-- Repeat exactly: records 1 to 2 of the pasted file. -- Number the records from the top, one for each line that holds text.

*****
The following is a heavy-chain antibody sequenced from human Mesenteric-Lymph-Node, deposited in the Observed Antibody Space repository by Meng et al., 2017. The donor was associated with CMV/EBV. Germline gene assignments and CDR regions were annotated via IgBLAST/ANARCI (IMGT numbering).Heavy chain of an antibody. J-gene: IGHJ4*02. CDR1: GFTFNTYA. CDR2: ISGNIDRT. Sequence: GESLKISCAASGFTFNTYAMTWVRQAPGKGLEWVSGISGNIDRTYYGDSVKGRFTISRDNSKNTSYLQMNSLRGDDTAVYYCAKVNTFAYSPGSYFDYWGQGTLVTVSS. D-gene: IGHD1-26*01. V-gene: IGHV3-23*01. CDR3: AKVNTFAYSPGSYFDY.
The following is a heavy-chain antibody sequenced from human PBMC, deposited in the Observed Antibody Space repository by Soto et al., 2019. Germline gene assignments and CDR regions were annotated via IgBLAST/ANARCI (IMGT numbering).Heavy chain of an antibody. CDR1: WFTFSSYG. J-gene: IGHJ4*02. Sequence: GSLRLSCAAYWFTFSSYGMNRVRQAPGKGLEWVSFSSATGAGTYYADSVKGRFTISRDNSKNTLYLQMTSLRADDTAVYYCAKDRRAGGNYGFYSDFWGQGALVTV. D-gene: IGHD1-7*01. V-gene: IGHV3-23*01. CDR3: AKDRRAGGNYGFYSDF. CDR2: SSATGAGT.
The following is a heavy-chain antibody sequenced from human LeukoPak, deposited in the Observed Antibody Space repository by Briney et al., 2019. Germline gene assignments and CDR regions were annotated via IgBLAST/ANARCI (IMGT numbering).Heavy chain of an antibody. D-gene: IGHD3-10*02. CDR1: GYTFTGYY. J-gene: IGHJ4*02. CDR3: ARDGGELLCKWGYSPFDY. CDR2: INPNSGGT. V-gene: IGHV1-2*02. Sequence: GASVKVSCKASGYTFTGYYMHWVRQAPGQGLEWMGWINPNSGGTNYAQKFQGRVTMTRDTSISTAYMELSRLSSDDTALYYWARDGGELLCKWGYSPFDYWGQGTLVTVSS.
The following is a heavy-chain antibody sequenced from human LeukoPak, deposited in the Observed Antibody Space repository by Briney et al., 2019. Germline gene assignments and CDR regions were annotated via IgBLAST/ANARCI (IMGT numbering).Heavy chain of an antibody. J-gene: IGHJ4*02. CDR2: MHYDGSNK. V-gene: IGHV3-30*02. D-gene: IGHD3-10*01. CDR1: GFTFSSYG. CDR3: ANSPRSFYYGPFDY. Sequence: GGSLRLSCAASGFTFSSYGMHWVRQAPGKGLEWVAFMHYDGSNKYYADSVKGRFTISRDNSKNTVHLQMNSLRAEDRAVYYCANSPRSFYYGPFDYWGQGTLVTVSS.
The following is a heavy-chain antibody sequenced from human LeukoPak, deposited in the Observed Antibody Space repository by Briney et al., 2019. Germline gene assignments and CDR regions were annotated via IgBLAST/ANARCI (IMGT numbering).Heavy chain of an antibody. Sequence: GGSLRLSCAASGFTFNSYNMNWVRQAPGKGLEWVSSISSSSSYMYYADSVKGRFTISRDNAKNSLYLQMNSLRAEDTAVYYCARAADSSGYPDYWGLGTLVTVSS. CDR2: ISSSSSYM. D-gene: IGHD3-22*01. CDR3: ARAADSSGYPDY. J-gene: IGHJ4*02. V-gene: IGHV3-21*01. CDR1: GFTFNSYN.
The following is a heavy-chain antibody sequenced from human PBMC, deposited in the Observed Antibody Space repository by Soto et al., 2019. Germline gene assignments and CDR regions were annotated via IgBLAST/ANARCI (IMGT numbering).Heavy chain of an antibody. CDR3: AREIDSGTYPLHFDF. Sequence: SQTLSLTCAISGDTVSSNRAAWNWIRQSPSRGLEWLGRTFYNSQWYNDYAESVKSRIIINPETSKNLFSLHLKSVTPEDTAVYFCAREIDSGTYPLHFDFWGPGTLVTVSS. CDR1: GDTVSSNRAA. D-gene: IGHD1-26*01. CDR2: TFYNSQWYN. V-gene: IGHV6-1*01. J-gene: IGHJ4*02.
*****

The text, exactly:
The following is a heavy-chain antibody sequenced from human Mesenteric-Lymph-Node, deposited in the Observed Antibody Space repository by Meng et al., 2017. The donor was associated with CMV/EBV. Germline gene assignments and CDR regions were annotated via IgBLAST/ANARCI (IMGT numbering).Heavy chain of an antibody. J-gene: IGHJ4*02. CDR1: GFTFNTYA. CDR2: ISGNIDRT. Sequence: GESLKISCAASGFTFNTYAMTWVRQAPGKGLEWVSGISGNIDRTYYGDSVKGRFTISRDNSKNTSYLQMNSLRGDDTAVYYCAKVNTFAYSPGSYFDYWGQGTLVTVSS. D-gene: IGHD1-26*01. V-gene: IGHV3-23*01. CDR3: AKVNTFAYSPGSYFDY.
The following is a heavy-chain antibody sequenced from human PBMC, deposited in the Observed Antibody Space repository by Soto et al., 2019. Germline gene assignments and CDR regions were annotated via IgBLAST/ANARCI (IMGT numbering).Heavy chain of an antibody. CDR1: WFTFSSYG. J-gene: IGHJ4*02. Sequence: GSLRLSCAAYWFTFSSYGMNRVRQAPGKGLEWVSFSSATGAGTYYADSVKGRFTISRDNSKNTLYLQMTSLRADDTAVYYCAKDRRAGGNYGFYSDFWGQGALVTV. D-gene: IGHD1-7*01. V-gene: IGHV3-23*01. CDR3: AKDRRAGGNYGFYSDF. CDR2: SSATGAGT.